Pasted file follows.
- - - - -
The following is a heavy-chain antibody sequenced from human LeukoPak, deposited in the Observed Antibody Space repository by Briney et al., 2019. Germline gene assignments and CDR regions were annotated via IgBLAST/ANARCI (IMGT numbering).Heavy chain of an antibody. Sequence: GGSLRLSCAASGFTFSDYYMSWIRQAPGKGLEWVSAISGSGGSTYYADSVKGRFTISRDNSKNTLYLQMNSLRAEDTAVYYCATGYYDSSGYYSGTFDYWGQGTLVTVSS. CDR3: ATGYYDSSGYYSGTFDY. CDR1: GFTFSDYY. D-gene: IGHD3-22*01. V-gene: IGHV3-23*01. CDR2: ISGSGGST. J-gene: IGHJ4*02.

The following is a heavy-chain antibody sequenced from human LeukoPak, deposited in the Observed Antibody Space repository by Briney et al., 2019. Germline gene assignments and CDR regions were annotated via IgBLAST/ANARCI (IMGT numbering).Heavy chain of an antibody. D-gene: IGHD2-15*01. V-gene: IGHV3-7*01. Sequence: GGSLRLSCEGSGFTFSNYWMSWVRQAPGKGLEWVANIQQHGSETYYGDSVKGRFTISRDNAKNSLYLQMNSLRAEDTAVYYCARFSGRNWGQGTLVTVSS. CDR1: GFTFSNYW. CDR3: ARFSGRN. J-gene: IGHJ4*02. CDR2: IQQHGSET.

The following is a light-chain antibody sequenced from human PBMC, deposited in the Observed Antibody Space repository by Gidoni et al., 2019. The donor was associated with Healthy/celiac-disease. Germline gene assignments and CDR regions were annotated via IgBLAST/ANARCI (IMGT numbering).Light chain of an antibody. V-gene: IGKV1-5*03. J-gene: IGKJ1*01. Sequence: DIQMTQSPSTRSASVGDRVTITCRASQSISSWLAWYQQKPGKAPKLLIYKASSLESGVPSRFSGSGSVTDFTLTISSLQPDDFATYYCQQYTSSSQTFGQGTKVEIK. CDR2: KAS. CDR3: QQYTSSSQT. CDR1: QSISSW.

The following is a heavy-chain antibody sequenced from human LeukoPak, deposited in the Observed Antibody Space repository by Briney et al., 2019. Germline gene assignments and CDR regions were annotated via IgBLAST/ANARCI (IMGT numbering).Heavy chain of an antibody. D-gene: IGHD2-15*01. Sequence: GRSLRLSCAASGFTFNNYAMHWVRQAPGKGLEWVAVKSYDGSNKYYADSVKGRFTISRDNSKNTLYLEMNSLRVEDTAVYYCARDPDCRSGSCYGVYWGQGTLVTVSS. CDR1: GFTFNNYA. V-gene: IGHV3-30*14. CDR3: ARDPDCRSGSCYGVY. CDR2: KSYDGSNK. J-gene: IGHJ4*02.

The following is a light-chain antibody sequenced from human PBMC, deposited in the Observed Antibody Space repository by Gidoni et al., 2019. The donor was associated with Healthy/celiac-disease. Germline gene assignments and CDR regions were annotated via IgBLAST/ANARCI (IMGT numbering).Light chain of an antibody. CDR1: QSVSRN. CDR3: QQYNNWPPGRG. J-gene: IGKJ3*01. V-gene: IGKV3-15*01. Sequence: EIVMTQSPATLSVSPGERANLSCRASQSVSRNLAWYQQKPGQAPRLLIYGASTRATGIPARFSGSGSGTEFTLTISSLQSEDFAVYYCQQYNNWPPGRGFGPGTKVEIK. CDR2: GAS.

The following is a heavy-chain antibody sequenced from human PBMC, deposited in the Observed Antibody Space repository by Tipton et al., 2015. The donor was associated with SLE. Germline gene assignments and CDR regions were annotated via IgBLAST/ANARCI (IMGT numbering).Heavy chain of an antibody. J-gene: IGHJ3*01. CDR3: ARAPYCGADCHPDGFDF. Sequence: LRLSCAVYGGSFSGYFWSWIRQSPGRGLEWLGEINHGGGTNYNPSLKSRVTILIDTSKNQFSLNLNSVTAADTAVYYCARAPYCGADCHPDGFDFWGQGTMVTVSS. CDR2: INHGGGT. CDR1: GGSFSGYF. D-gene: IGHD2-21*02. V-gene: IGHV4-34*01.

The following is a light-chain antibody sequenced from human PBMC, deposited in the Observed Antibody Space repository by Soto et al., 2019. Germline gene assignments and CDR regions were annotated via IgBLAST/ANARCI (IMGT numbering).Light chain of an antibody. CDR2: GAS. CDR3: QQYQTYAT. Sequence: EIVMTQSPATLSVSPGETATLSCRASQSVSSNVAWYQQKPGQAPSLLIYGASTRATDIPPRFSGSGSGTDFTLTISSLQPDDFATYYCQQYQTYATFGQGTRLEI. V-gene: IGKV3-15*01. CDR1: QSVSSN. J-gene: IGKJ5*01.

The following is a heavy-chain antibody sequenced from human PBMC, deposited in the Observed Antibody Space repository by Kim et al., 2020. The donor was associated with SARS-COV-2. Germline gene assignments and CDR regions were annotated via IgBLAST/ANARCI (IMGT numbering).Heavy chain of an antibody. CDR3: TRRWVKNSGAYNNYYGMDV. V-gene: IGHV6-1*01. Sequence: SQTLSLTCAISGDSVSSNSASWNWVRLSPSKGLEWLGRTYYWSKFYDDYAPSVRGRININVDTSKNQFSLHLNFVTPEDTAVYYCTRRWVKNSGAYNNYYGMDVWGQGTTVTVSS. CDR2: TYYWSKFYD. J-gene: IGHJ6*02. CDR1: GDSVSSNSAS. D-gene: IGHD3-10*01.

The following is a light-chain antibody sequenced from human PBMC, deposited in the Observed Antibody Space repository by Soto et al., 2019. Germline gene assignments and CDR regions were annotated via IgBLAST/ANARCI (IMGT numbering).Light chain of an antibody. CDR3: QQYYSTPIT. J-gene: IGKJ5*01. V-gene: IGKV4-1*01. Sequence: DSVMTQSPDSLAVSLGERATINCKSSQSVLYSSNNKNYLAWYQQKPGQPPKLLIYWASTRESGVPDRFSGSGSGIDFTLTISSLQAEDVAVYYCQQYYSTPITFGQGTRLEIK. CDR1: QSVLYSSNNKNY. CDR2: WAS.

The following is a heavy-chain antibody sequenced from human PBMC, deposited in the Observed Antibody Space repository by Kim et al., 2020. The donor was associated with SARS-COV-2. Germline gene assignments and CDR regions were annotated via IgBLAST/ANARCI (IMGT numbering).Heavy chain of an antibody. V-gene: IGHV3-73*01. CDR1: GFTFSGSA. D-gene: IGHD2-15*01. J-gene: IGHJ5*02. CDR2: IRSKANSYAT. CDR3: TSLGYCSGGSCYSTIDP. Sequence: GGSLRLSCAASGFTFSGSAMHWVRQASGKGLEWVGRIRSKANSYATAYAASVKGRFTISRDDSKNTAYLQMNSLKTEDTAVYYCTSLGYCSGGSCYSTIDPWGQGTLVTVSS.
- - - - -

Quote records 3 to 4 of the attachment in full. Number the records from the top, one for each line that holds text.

The following is a light-chain antibody sequenced from human PBMC, deposited in the Observed Antibody Space repository by Gidoni et al., 2019. The donor was associated with Healthy/celiac-disease. Germline gene assignments and CDR regions were annotated via IgBLAST/ANARCI (IMGT numbering).Light chain of an antibody. V-gene: IGKV1-5*03. J-gene: IGKJ1*01. Sequence: DIQMTQSPSTRSASVGDRVTITCRASQSISSWLAWYQQKPGKAPKLLIYKASSLESGVPSRFSGSGSVTDFTLTISSLQPDDFATYYCQQYTSSSQTFGQGTKVEIK. CDR2: KAS. CDR3: QQYTSSSQT. CDR1: QSISSW.

The following is a heavy-chain antibody sequenced from human LeukoPak, deposited in the Observed Antibody Space repository by Briney et al., 2019. Germline gene assignments and CDR regions were annotated via IgBLAST/ANARCI (IMGT numbering).Heavy chain of an antibody. D-gene: IGHD2-15*01. Sequence: GRSLRLSCAASGFTFNNYAMHWVRQAPGKGLEWVAVKSYDGSNKYYADSVKGRFTISRDNSKNTLYLEMNSLRVEDTAVYYCARDPDCRSGSCYGVYWGQGTLVTVSS. CDR1: GFTFNNYA. V-gene: IGHV3-30*14. CDR3: ARDPDCRSGSCYGVY. CDR2: KSYDGSNK. J-gene: IGHJ4*02.